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Sunday, June 3, 2012

Ars Poetica by Archibald Macleish summary and analysis


A poem should be palpable and mute
As a globed fruit, 

Dumb
As old medallions to the thumb, 

Silent as the sleeve-worn stone
Of casement ledges where the moss has grown -- 

A poem should be wordless
As the flight of birds.

                    * 

A poem should be motionless in time
As the moon climbs, 

Leaving, as the moon releases
Twig by twig the night-entangled trees, 

Leaving, as the moon behind the winter leaves,
Memory by memory the mind -- 

A poem should be motionless in time
As the moon climbs.

                    * 

A poem should be equal to
Not true. 

For all the history of grief
An empty doorway and a maple leaf. 

For love
The leaning grasses and two lights above the sea -- 

A poem should not mean
But be.

***************



Commentary
“Ars Poetica” has been called MacLeish’s ultimate expression of the art-for-art’s-sake
tenet. Taken as one statement of his theory, the poem does defy the “hair splitting
analysis of modern criticism.” Written in three units of double-line stanzas and in
rhyme, it makes the point that a poem is an intimation rather than a full statement, that
it should “be motionless in time”; that it has no relation to generalities of truth,
historical fact, or love-variations, perhaps, of truth, beauty, and goodness.
Signi Lenea Falk. From Archibald MacLeish
The poem, as “Ars Poetica” makes clear, captures a human experience, an experience
of grief, or of love, or of loneliness, or of memory. Thus a poem becomes a way of
knowing, of seeing, albeit through the senses, the emotions, and the imagination.
MacLeish often said that the function of a poem is to trap “Heaven and Earth in the
cage of form.”
Victor H. Jones. From Dictionary of Literary Biography
Archibald MacLeish, who like Cummings arrived on the poetic scene after the first
imagists had created the new movement, nevertheless can be credited with the poetic
summing up of imagism in his “Ars Poetica” in 1926, written well after the imagist
decade had ended. It is inconceivable that such a poem could have been written
without imagism, because the technique as well as the philosophy of MacLeish’s most
famous poem is imagist. It consists of a sequence of images that are discrete but that at
the same time express and exemplify the imagist principles and practice of poetry.
The Latin title is borrowed from Horace, who wrote a prose treatise in the first
century A.D., the Silver Age of Rome, called “Art of Poetry,” advising poets among
other things to be brief and to make their poems lasting. MacLeish wanted to link the
classical with the modern in his poetic “treatise” as a way of implying that the
standards of good poetry are timeless, that they do not change in essence though actual
poems change from age to age and language to language. His succession of opening
images are all about the enduring of poetry through time, as concrete as “globed fruit”
or ancient coins or stone ledges, and as inspiring to see as a flight of birds or the moon
rising in the sky. The statements are not only concrete but paradoxical, for it is
impossible that poems should be “mute” or “Dumb” or “Silent” or “wordless,” which
would mean that there was no communication in them at all; rather, what MacLeish is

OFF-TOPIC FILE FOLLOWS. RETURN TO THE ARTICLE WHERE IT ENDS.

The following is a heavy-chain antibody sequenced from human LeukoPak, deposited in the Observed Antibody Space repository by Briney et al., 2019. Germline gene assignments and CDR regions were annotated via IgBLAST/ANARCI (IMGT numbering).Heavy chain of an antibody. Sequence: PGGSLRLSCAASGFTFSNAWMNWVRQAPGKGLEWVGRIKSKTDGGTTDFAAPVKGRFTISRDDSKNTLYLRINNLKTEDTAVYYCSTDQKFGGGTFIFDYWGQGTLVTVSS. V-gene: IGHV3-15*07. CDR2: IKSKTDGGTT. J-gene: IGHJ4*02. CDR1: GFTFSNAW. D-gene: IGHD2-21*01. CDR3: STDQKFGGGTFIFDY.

stating in his succession of paradoxical images is that the substance of poetry may be
physical but the meaning of poetry is metaphysical: poems are not about the world of
sensible objects as much as they are about invisible realities, and so the universal
emotions of grief and love can be expressed in words that convey the experience in all
its concreteness, yet the words reach into the visionary realm beyond experience,
toward which all true images point. The final paradox, that “A poem should not mean
but be,” is pure impossibility, but the poet insists it is nevertheless valid, because
beyond the meaning of any poem is the being that it points to, which is ageless and
permanent, a divine essence or spiritual reality behind all appearances. MacLeish’s
modern “Art of Poetry” is a fulfillment of the three rules of imagism (be direct, be brief,
and use free verse), of Pound’s definition of the image, and at the same time of
Horace’s Latin statement on poetry, that good poetry is one proof that there is a
permanence in human experience that does not change but endures through time.
William Pratt. From Singing the Chaos: Madness and Wisdom in Modern Poetry




Type of Work and Year Written
"Ars Poetica" (Latin for "The Art of Poetry") is a lyric poem of twenty-four lines. It describes the qualities a poem should have if it is to stand as a work of art. MacLeish wrote it in 1925 and published it in 1926.  

Theme


The central theme of "Ars Poetica" is that a poem should captivate the reader with the same allure of a masterly painting or sculpture—that is, it should be so stunning in the subtlety and grace of its imagery that it should not have to explain itself or convey an obvious meaning. Oddly, though, in writing that a poem "should not mean / But be," Archibald MacLeish conveys naked meaning, namely: Here is how you should write a poem. In other words, in "Ars Poetica," we are privileged to behold the strange phenomenon of didacticism in the guise of ars gratia artis. Nevertheless, "Ars Poetica" is a wonderful poem that speaks with the quiet eloquence of Rodin's Thinker and da Vinci's Mona Lisa.